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Shani Davis will need a lot to fall into place if he's to make Olympic speed skating history in Turin, Italy, on Feb. 18, 2006. First, at the Oval Lingotto, he'll have to skate 1,000 meters of long track as well as he did when he won two silver medals at that distance in the World Sprint Championships in January. Then, roughly three hours later at the nearby Palavela, he'll have to skate 1,000 meters of short track even better than he did when he broke the U.S. record in that event in 2004. Most important, in the scramble from race to race, he'll need the shuttle buses to run on schedule. If they do, Davis could become the first speed skater to win Olympic medals in long and short track on the same day.
Failing that, since Davis, 22, is a safe bet to make the U.S. short-track relay team that will be favored a week later, he could merely become the first skater to win medals in both disciplines at the same Games. Davis needn't worry if even that shot at history fails. In between those races, on Feb. 21, he'll skate the long-track 1,500, an event in which he's the reigning world champ and world-record holder. On that day he could become the first black speed skater to win an Olympic medal. He already made history in 2002 as the first black speed skater to make a U.S. Olympic team, as an alternate on the short-track squad.
"We've never seen anyone like Shani," says his coach, Bob Fenn. "Before him, I'd say Eric Heiden was the most versatile skater we've seen, because he skated every distance. But he didn't do short track. Shani is unique."
Davis grew up on Chicago's South Side, raised by his mother, Cherie, a legal secretary. Seeking outlets for her rambunctious son's energy, Cherie put Shani on roller skates when he was two and tried to coax him into roller dancing. "I hated it," Davis says. "I wanted to go fast. I never cared about tricks and slow music."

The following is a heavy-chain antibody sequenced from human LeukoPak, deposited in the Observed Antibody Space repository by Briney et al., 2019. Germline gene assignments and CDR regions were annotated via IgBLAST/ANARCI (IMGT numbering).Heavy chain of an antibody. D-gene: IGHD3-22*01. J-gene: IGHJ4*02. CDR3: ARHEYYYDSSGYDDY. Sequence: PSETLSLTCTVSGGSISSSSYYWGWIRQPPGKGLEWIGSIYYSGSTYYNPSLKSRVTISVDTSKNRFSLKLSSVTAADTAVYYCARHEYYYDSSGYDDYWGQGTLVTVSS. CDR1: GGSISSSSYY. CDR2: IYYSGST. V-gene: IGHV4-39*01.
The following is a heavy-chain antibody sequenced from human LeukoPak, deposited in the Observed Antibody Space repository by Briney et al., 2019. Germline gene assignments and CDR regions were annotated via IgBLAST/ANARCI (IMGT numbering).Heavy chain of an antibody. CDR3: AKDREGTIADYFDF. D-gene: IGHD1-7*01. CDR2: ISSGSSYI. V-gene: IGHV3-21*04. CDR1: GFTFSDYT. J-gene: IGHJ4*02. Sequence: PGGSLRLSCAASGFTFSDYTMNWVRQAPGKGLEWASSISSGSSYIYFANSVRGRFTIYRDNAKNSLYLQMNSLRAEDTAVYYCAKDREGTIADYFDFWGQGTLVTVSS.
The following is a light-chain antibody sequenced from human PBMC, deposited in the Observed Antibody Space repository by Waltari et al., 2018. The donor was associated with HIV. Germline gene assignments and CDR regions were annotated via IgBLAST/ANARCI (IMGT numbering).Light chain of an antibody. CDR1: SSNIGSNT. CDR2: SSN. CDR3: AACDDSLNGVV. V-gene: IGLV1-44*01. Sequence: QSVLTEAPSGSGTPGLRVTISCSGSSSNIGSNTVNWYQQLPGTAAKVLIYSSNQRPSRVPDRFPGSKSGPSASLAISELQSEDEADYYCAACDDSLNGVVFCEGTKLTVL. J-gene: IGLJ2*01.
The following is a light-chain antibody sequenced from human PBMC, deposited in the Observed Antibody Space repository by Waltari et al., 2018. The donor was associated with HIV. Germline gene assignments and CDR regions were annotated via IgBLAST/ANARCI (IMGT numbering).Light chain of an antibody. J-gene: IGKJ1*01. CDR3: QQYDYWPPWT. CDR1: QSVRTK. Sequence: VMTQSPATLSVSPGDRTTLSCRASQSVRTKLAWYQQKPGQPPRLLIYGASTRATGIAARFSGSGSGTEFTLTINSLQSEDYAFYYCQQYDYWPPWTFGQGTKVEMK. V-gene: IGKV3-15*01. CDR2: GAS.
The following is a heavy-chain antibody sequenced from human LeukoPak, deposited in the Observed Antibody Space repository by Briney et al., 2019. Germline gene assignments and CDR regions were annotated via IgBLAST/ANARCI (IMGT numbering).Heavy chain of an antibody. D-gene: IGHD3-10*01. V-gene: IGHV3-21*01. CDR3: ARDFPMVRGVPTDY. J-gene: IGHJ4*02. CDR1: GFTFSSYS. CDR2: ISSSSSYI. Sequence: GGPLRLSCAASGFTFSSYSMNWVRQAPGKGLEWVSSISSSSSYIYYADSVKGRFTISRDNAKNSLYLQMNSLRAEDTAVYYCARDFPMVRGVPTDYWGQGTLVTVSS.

One of the partners at Cherie's law firm was longtime speed skating official Fred Benjamin. The two discussed Shani's talents, and soon Shani was enrolled in the Evanston (Ill.) Speedskating Club and competing in regional tournaments. While he excelled at the sport, he also faced peer pressure for doing something different. "The kids would say, 'You wear tights,'" says Davis. "I'd say, 'So? You play football and you wear half-tights.' But I really felt I could do something great in skating."
In 2000, at age 17, Davis moved to Lake Placid, N.Y., to train with the national team, sometimes brawling with local hockey players. "It was tough, good fun," he recalls. "I had that city mentality, and I tested the skills of some of those country boys." That year he became the first U.S. skater in 10 years to make both short- and long-track national teams in the same season, a feat he has repeated four years' running.
The double duty keeps him busy. Last season he won the 1,500 at the long-track World Single Distance championships in Seoul. The next week he flew to Sweden, for the short-track worlds. In December, Davis won his third straight U.S. all-around title. In January at the World Sprint Championships he broke the 1,500 meters in 1:43.33. In February he won the world all-around title in long track in Moscow, and at the U.S. short-track championships Davis finished fifth (despite being disqualified in the 1,500), earning a spot on the Apolo Ono--led U.S. team that will compete at the worlds this weekend in Beijing.
Davis's feat is the Olympic equivalent of Tom Brady's playing both quarterback and linebacker. The fluid, lengthy stride of a long tracker on clap skates doesn't usually cut it among the often shorter, stockier short-track skaters, who constantly turn, dart in and out of the lead and brush against each other. Long track is solitude; short track is roller derby.
Though coaches have urged Davis to specialize in long-track races for which his 6'2" frame is better suited, he prefers the action on the rink. "Short track is strategic and dangerous, like NASCAR," he says. "That's what makes it fun. Short track helps me with long track because I feel comfortable whipping around corners. The next time I'm in the Olympics, I'd better touch the ice every day of competition."